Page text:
Judge Moore - The Person Behind the Robe

By Ed “Flash” Ferenc

When Judge Lauren C. Moore took the bench in 2004, she didn’t waste any time finding creative ways and partners in the community to mentor young people and help defendants get the education and guidance needed so they could leave the criminal justice system behind Judge Moore - Behind the Robe them. 

Growing up, I’m sure you had lots of great memories.  Can you share a few?

Some of my fondest memories were going to the National Bar Association conventions with my family. Since my father was a lawyer, he was a big supporter of the NBA and that was our summer vacation every year. I’ve continued the tradition by going to the NBA now and being active in the NBA’s Judicial Council.

Another memory is going to all the Jackson Five concerts. Every time they came to town, my family would go to their concerts at the Music Hall and later the Front Row Theater where I got to shake Michael’s hand when he came down my aisle during “Dancing Machine!” My father also took me and my sisters to all the Cleveland hotels looking for them so we could find Michael and get an autograph.

When did you decide that you wanted to be a lawyer?   Your dad was a lawyer—did he encourage you?

I can’t remember ever not wanting to be a lawyer. Yes, my father did inspire me. The only other career I ever considered was being a journalist/writer. So I am an author in my spare time. I have written and published four books.

You worked in various roles as an attorney. Which did you like best?

I enjoyed being a civil attorney, public defender and prosecutor. I learned a different skill set in each role. I probably liked being a defense attorney the best because I had a lot of trials and I liked trying cases.

Raising two children in the midst of a busy professional career had to be challenging.  What got you through that?

I was lucky enough to work for Legal Aid when my children were young and they allowed flexible scheduling as long as we took care of our docket. So I didn’t have to miss all the cute programs, concerts, games and plays they were involved in.

Talk to me about your children and do they wish to follow in your footsteps?

My son Brian is a Poli Sci graduate from Ohio University and a lobbyist for the Ohio Environmental Council and very involved in local and national politics. He is president of the Northeast Ohio Young Black Democrats. Brooke just received a Master’s degree in Urban Planning from Tufts University. She also has four undergraduate degrees from Ohio University. She is currently a housing contract specialist for the state of Ohio. They are both silly and fun to be around.

One of the programs you oversee is Mock Trial.  What makes this program so special?

I have always enjoyed being involved in Mock Trial. I used to write the casebook for the competition every year. I loved to see my imagined case come to life during the competition. Some of the students do remind me of myself when I was in high school and loved to debate every issue, lol.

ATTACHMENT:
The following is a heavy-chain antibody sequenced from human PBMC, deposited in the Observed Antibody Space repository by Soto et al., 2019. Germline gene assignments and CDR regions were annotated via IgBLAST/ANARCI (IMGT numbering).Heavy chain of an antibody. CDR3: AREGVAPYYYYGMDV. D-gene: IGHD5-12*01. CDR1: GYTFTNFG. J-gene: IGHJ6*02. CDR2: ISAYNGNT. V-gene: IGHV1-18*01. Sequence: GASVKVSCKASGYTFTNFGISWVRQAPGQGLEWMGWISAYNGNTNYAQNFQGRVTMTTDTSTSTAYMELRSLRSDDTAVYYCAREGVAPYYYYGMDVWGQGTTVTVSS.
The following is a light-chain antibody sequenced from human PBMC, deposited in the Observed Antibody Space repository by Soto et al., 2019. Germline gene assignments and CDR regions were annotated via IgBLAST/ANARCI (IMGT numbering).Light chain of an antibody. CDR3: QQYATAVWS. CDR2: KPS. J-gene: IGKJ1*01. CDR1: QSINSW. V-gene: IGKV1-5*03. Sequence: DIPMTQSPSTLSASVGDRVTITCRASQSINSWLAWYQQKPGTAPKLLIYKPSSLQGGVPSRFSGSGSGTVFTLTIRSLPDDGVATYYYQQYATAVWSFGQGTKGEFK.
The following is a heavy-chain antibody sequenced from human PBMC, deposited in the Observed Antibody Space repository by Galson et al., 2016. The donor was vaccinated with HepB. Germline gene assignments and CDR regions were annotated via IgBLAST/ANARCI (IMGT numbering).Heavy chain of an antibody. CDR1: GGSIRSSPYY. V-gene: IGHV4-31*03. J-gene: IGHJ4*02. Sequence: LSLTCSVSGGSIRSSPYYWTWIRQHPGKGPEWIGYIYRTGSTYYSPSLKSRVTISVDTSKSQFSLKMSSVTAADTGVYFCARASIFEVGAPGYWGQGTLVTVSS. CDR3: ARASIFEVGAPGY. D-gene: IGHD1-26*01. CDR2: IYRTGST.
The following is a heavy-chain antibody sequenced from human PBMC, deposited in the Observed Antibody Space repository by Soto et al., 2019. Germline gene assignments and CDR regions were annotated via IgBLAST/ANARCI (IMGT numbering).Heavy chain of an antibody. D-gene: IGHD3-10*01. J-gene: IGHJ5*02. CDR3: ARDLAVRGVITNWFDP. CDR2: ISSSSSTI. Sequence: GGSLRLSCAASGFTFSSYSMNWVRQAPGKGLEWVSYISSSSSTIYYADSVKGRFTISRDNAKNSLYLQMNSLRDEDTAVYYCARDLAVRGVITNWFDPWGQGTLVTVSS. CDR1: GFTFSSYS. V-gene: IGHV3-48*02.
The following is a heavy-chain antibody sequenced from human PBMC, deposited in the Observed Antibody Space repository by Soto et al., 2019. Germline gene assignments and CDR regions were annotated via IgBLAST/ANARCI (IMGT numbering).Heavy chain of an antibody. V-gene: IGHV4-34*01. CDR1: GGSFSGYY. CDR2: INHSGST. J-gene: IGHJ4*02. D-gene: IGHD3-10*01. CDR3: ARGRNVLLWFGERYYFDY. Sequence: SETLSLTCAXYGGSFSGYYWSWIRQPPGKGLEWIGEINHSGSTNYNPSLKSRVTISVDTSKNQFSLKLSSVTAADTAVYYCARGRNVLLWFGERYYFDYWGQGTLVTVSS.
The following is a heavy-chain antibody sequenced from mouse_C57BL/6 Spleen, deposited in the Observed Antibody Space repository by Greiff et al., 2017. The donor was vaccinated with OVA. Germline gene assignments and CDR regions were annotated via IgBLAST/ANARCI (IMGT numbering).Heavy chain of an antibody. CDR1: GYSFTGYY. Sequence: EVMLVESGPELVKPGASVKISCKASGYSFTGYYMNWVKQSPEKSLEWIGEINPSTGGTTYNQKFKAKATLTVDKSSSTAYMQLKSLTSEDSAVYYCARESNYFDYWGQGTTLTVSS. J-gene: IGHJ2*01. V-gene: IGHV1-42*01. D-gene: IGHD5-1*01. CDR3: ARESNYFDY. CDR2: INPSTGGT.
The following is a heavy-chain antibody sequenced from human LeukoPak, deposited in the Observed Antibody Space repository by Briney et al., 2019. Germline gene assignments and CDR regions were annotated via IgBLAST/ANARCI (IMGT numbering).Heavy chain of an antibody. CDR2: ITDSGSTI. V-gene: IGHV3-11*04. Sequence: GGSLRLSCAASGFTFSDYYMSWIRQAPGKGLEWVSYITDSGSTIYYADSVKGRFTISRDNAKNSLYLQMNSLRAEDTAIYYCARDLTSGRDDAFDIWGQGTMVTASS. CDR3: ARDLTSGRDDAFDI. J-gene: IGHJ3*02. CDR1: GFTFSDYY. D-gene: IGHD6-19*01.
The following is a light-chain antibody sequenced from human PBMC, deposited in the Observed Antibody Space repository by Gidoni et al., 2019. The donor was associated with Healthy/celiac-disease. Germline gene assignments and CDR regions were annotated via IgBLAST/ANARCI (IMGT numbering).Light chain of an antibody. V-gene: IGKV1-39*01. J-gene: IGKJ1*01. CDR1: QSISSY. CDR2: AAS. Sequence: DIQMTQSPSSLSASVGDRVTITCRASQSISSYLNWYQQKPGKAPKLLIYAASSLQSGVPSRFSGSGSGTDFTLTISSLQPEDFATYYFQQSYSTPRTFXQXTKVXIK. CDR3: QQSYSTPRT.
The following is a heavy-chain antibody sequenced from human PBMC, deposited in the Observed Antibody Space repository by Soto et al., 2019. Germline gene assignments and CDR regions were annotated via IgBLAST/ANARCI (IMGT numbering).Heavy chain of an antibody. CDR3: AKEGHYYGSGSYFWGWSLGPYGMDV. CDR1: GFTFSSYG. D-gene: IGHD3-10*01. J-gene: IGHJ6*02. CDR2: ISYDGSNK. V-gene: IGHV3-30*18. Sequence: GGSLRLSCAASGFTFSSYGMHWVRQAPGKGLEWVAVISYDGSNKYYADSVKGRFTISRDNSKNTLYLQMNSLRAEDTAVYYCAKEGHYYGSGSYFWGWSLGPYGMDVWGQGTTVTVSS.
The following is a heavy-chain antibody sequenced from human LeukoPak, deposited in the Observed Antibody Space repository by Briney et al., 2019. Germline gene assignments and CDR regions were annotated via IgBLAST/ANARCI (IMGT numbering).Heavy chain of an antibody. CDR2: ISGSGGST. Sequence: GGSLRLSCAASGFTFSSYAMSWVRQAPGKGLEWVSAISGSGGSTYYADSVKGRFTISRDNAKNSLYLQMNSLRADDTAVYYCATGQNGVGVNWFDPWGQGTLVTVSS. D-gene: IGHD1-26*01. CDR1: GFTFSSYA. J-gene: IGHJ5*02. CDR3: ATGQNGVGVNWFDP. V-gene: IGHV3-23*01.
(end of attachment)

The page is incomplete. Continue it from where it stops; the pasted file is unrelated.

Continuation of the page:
I am currently initiating another district-wide school mock election with the Cleveland Metropolitan Bar Association. Young people need to see civics in action so they can appreciate the need to participate in real-life democracy. Stay tuned. Details to follow.

Reading and writing, you love both and as of now, you penned four books and they are all different.  Can you explain?

I have always enjoyed reading and writing. As a kid, I would go to the library every week, checking out dozens of books at a time and devouring them all. 

As a writer I have written a historical novel, Eyes Like Mine, a travel guide, Make the World Your Oyster. My pandemic projects include writing a vocabulary book, Debbie’s Daunting Dilemma and a quiz book, Knowledge is Power, How Much Do You Know? They’re all available on Amazon. I’m currently working on a contemporary novel.

You took over the Cleveland Drug Court in 2015.  Was this something you pursued?  There had to be a learning curve. Can you talk about that?

I love presiding over the Greater Cleveland Drug Court. It was not something I ever considered doing, but Judge Adrine thought I would be a good fit and conferred it to me when Judge Mays left for the Court of Appeals. I have enjoyed being part of a team that transforms people’s lives. I am always thinking of innovative ways to keep participants engaged, including yoga on the beach and doing a book, Growing in Recovery. See Emily Gibbs for a copy.

You have been a judge since 2004 which means a lot of people have come before you.  Any cases stand out?   What about those you sent to jail.  I’m sure you crossed paths with some of them.  What did they say to you?

After 18 years on the bench, I have seen and heard it all. Of course, the most infamous case was presiding over the first appearance/bond hearing of Ariel Castro who had abducted three women and kept them hostage in his basement for ten years. I routinely run into people in the grocery store, church, etc. who say they are grateful for being in my courtroom because they were able to get their life together, get a driver’s license, etc. I even run into people who thank me for being their defense attorney in the 80s and 90s!

What’s the best part of being a judge in Cleveland?

I enjoy being a judge and the fact I can be impactful in the lives of the citizens. I appreciate the opportunity to serve.

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